Throughout history, smoke has been used in various forms to obscure naval forces at sea. During prominent naval battles in the twentieth century, from Jutland in World War I to the U.S. Navy’s clash with imperial Japanese forces off Leyte in 1944, smoke literally contributed to “the fog of war” and added to the complexity and confusion of battle.1 But is there a role for smoke or other obscurants at sea in the radar-saturated, cyber-linked maritime environment of the twenty-first century? And what, if any, are the strategic implications of obscurants? This article will explore the latter question, leaving the tactical and operational opportunities of “making smoke” for separate inquiry.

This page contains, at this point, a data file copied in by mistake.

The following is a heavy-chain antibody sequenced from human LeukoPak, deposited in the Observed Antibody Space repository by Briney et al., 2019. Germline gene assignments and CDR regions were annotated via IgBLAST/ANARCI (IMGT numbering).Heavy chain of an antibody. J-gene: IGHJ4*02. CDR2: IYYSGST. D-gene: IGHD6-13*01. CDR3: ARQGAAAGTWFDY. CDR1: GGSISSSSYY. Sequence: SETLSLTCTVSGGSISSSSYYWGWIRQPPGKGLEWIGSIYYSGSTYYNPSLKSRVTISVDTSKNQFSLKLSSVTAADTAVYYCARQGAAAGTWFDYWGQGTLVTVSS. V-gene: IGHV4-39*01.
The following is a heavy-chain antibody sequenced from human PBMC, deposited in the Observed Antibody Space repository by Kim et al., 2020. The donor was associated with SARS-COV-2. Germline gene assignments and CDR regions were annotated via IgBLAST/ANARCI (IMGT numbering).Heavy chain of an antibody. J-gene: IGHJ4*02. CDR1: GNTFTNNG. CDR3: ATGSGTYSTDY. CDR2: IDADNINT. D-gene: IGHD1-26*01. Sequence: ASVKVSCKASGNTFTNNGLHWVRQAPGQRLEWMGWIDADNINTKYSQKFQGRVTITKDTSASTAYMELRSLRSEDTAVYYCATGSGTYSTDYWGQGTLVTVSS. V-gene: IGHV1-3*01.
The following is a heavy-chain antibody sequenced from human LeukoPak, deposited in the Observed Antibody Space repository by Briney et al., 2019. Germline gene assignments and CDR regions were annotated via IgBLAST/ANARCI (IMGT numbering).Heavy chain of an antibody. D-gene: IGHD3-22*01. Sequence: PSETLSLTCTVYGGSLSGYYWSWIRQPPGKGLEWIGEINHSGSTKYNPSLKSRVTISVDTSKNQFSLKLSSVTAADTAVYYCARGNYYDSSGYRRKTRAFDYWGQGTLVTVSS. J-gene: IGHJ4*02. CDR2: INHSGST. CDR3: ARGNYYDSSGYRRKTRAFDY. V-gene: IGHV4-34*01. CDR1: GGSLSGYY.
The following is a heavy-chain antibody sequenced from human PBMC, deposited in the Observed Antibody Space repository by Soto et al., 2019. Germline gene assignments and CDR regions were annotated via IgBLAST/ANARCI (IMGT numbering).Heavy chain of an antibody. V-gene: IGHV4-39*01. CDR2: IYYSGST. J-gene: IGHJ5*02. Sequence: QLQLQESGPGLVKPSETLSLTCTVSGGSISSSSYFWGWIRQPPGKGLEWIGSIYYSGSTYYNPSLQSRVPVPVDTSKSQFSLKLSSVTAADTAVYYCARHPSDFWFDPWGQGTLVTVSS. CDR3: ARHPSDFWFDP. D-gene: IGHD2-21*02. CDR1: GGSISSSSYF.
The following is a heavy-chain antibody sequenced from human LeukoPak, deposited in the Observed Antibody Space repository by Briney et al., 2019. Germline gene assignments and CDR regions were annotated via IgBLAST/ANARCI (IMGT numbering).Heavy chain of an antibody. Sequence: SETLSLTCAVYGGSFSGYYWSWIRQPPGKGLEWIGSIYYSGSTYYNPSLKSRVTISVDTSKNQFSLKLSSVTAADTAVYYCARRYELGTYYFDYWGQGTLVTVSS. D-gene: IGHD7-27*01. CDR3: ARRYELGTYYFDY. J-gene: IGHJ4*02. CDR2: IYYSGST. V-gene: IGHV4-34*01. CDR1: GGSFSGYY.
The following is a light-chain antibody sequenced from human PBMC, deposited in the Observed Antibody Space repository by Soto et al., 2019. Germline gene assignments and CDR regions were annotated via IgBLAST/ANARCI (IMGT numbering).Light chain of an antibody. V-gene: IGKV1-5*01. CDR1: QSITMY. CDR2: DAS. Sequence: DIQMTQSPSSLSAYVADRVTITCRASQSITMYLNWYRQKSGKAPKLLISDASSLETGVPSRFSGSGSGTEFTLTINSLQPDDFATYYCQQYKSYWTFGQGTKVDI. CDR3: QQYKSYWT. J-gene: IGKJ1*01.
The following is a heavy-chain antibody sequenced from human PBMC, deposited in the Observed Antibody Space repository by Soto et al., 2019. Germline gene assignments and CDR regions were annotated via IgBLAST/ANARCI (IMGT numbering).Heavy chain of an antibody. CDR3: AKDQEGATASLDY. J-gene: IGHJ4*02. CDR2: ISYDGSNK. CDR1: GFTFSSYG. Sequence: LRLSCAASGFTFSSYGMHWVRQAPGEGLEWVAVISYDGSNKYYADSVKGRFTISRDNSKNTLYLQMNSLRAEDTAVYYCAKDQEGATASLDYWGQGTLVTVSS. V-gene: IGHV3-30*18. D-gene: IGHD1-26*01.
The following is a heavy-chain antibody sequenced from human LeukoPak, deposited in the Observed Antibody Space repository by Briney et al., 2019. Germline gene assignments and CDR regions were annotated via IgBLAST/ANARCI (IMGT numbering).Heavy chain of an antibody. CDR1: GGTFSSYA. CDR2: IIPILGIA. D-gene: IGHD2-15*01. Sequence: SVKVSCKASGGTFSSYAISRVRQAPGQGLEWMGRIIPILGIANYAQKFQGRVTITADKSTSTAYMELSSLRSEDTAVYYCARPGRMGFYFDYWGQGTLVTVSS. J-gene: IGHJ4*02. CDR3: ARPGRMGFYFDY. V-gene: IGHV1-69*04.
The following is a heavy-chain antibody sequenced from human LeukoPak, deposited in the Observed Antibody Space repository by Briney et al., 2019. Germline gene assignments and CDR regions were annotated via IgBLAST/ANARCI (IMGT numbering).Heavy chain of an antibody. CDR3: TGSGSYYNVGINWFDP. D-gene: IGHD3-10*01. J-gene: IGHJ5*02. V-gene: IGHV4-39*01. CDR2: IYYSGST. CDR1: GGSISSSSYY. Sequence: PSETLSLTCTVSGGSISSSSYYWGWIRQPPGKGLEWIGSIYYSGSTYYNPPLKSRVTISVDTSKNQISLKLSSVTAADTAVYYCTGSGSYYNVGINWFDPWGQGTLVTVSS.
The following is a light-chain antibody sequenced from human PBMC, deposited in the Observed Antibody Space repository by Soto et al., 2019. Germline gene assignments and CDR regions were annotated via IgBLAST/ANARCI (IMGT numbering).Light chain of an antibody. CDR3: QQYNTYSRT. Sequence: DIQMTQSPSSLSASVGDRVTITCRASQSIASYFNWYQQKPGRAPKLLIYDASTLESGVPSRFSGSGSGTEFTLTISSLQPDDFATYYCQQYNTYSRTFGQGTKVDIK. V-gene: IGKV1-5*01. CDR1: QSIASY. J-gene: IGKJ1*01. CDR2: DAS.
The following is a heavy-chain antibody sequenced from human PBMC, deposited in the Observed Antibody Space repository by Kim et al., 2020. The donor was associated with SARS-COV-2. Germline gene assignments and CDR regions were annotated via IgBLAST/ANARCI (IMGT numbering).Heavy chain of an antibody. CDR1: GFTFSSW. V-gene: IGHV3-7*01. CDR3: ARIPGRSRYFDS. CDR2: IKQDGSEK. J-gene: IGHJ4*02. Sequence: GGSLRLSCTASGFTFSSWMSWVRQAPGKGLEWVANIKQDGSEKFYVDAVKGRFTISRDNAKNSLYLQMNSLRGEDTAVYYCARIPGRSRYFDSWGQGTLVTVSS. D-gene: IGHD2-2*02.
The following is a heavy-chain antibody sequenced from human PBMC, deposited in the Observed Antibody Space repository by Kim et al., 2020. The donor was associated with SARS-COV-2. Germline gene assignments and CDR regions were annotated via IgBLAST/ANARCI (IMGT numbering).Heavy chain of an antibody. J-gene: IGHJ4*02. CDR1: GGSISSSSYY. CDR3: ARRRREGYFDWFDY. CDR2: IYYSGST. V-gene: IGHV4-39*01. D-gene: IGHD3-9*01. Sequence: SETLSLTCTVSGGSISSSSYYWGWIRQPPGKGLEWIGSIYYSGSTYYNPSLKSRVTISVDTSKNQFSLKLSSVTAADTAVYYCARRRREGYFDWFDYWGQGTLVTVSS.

Culora, Thomas J.
"The Strategic Implications of Obscurants,"
Naval War College Review: Vol. 63
, Article 6.
Available at: http://digital-commons.usnwc.edu/nwc-review/vol63/iss3/6